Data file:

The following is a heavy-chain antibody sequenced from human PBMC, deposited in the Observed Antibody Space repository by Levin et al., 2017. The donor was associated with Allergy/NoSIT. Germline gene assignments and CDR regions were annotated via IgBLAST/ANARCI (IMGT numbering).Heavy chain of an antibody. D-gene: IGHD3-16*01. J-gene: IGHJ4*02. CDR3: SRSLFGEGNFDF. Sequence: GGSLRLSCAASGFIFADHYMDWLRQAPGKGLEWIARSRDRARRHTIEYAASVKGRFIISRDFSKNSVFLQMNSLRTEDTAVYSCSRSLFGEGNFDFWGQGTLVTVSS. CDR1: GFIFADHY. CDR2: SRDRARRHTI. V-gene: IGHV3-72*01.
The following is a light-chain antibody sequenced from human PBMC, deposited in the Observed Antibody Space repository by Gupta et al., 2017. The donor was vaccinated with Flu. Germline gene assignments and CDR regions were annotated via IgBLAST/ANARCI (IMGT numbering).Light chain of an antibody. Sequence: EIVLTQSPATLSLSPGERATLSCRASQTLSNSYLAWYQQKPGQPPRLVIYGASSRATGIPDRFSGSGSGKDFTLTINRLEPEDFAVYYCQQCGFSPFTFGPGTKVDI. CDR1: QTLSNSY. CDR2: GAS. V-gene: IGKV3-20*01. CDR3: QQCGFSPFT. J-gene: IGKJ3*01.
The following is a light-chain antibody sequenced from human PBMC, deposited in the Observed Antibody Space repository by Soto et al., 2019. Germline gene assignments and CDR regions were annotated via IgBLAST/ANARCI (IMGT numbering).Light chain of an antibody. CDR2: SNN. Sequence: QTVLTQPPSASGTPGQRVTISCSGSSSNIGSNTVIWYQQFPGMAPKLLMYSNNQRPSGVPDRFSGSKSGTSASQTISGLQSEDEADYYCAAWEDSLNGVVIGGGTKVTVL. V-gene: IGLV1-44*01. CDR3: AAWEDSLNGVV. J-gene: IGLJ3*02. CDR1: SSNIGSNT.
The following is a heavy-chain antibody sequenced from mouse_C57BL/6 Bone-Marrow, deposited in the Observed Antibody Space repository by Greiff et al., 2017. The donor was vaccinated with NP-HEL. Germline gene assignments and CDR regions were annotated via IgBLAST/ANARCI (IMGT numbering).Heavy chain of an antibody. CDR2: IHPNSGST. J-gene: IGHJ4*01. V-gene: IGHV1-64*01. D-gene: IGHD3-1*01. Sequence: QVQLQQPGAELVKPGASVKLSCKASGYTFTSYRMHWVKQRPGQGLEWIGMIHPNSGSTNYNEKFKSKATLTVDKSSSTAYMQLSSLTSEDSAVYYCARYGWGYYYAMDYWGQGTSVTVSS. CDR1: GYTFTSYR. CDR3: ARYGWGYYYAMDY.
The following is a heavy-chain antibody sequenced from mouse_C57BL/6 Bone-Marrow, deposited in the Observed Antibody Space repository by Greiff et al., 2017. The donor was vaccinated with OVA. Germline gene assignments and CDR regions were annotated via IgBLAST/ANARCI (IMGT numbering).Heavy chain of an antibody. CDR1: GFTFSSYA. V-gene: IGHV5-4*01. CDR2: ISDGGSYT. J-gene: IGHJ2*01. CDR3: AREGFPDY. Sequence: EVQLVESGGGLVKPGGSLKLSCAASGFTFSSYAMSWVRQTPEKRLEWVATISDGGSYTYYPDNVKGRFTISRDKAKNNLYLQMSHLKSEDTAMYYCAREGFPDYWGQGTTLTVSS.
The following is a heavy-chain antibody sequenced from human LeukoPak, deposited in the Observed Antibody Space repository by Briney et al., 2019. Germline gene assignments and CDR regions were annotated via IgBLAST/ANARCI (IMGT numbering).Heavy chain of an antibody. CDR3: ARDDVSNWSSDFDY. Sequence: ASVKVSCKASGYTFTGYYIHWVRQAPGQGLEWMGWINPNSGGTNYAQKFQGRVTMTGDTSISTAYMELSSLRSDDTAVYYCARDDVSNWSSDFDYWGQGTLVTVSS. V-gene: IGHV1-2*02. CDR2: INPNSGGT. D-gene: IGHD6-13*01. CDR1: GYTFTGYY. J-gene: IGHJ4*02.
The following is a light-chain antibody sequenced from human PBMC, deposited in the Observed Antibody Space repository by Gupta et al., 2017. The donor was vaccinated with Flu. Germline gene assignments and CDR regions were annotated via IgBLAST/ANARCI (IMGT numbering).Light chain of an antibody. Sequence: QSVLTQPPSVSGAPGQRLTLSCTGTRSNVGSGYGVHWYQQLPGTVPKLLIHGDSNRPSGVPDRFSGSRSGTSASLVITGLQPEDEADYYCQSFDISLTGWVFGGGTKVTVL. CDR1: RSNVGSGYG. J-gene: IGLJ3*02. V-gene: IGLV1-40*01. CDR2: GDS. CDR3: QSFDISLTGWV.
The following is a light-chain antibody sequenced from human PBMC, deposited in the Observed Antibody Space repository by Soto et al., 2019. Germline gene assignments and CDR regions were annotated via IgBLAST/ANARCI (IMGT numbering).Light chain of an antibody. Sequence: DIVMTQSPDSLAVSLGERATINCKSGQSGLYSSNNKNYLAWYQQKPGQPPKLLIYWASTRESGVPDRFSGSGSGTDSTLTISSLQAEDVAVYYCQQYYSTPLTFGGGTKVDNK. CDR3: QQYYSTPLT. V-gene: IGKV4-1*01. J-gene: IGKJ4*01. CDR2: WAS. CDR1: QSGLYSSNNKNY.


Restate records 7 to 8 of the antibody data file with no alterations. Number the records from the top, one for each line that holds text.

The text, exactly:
The following is a light-chain antibody sequenced from human PBMC, deposited in the Observed Antibody Space repository by Gupta et al., 2017. The donor was vaccinated with Flu. Germline gene assignments and CDR regions were annotated via IgBLAST/ANARCI (IMGT numbering).Light chain of an antibody. Sequence: QSVLTQPPSVSGAPGQRLTLSCTGTRSNVGSGYGVHWYQQLPGTVPKLLIHGDSNRPSGVPDRFSGSRSGTSASLVITGLQPEDEADYYCQSFDISLTGWVFGGGTKVTVL. CDR1: RSNVGSGYG. J-gene: IGLJ3*02. V-gene: IGLV1-40*01. CDR2: GDS. CDR3: QSFDISLTGWV.
The following is a light-chain antibody sequenced from human PBMC, deposited in the Observed Antibody Space repository by Soto et al., 2019. Germline gene assignments and CDR regions were annotated via IgBLAST/ANARCI (IMGT numbering).Light chain of an antibody. Sequence: DIVMTQSPDSLAVSLGERATINCKSGQSGLYSSNNKNYLAWYQQKPGQPPKLLIYWASTRESGVPDRFSGSGSGTDSTLTISSLQAEDVAVYYCQQYYSTPLTFGGGTKVDNK. CDR3: QQYYSTPLT. V-gene: IGKV4-1*01. J-gene: IGKJ4*01. CDR2: WAS. CDR1: QSGLYSSNNKNY.